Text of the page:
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Life With Testicular Cancer: Chemotherapy

Life With Testicular Cancer: Chemotherapy

Chemotherapy is the name given to a type of cancer treatment which kills cancer cells through the use of medication. There are lots of different chemotherapy drugs available, but the way they work is generally the same or similar. They prevent cancer cells from growing and spreading throughout the body by stopping them from reproducing.

Chemotherapy can cause side effects as the drugs can sometimes affect normal cells as well as cancer cells.

When Is Chemotherapy Used?

If cancer has spread or is at risk of spreading, chemotherapy may be used. This treatment has a number of uses:

  • Curative chemotherapy – to try and cure the cancer completely.
  • Adjuvant chemotherapy – to reduce the risk of the cancer coming back after surgery or radiotherapy.
  • Palliative chemotherapy – to reduce symptoms if the condition can’t be cured.
  • Chemoradiation – combined with radiotherapy to make it more effective.
  • Neoadjuvant chemotherapy – used before surgery to make it more effective.

There can be big differences in the effectiveness of chemotherapy from case to case. Be sure to talk to your doctors if you want to know how helpful this treatment could be for you.

Once the testicle has been removed, if someone has teratoma and the cancer has not spread to other parts of the body, the condition can be treated with two short courses of BEP chemotherapy to prevent the cancer from coming back. This treatment is known as adjuvant chemotherapy.

However, two to four sessions of chemotherapy will be needed if the patient’s cancer has spread to elsewhere in the body. The patient will have to spend a few days in hospital at the start of each of these sessions, after which the chemotherapy drugs will be administered at weekly outpatient visits. A longer course of chemotherapy may be necessary if the cancer has spread to a number of other areas in the body.

Chemotherapy drugs are administered intravenously – that is, they’re injected into a vein.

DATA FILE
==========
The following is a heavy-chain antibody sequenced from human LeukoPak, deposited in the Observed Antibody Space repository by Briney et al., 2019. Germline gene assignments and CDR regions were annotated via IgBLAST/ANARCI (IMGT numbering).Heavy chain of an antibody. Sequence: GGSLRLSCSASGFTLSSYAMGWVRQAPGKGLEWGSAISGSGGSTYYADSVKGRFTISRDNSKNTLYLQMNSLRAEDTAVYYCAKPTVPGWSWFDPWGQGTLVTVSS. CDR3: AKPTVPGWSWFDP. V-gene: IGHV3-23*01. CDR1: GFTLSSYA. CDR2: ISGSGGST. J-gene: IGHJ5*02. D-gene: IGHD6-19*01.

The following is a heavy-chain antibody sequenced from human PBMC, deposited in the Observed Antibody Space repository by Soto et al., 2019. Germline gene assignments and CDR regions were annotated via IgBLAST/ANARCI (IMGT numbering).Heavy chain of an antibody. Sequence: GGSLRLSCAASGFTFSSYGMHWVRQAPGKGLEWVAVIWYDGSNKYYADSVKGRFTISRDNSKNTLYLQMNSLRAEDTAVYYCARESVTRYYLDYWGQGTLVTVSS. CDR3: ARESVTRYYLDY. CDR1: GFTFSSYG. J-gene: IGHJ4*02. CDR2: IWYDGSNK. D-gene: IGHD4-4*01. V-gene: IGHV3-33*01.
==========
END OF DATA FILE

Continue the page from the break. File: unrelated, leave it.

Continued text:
What Are the Side Effects?

If the cancer has spread from the testicle to other parts of the body, chemotherapy will be given over a number of months to cure the cancer. However, if it is caught early and has not yet spread to other parts of the body, testicular cancer can be treated by receiving chemotherapy for only a short period. Many people with testicular cancer will be treated with chemotherapy, though the drugs can differ from case to case.

Everyone’s experience of chemotherapy will be a little different. Very few side effects will be experienced by those who have only needed a single dose of chemotherapy to prevent the spread of cancer. Nausea and changes in taste are common, and many people will feel a bit tired and have a low appetite for a couple of days.

Side effects tend to be more severe in cases where chemotherapy is given for longer periods of time. Though anti-sickness drugs are sometimes effective, many people will experience nausea and vomiting. Some patients also report an unpleasant metallic taste in their mouths, which some have linked with the use of cisplatin (one of the chemotherapy drugs).

Weight loss can be an issue for those who have received chemotherapy as a result of severe sickness and vomiting. That said, some patients have reported not feeling sick at all, and others have even found that their treatment increased their appetite.

Dealing with Side Effects

If you’re struggling with chemotherapy side effects, there are a few things you can try that can relieve the offending symptom.

Dizziness

Chemotherapy can result in low circulating haemoglobin. This can lead to anaemia and symptoms like shortness of breath and dizziness. A blood transfusion may be necessary if the anaemia is severe. You can find iron in leafy vegetables and some red meat, so eat plenty of these. However, your regular food should be giving you all the nutrients you need.

What to Avoid:

  • Smoking.
  • Taking supplements without your doctor’s advice.
  • Getting up too quickly (this can cause fainting).

Hair Loss

Hair loss is a common issue that can occur around 2-3 weeks after receiving chemotherapy. Many people find this a very distressing experience, and choose to wear a hat or shave all of their hair off as soon as it starts to fall out.

What to Avoid:

Although they may be tempting, head cooling devices can actually reduce the blood supply to your head, making your chemotherapy less effective.

Peripheral Neuropathy (tingling in the hands and feet)

Chemotherapy can result in nerve damage, which you’ll feel as tingling in your hands and feet. Try to avoid extremes of temperature, keep your hands and feet warm and get plenty of gentle exercise. Be extra-careful when running hot water (test with your elbow first) in case you unknowingly burn yourself, and wear gloves when preparing food.

Reduced Appetite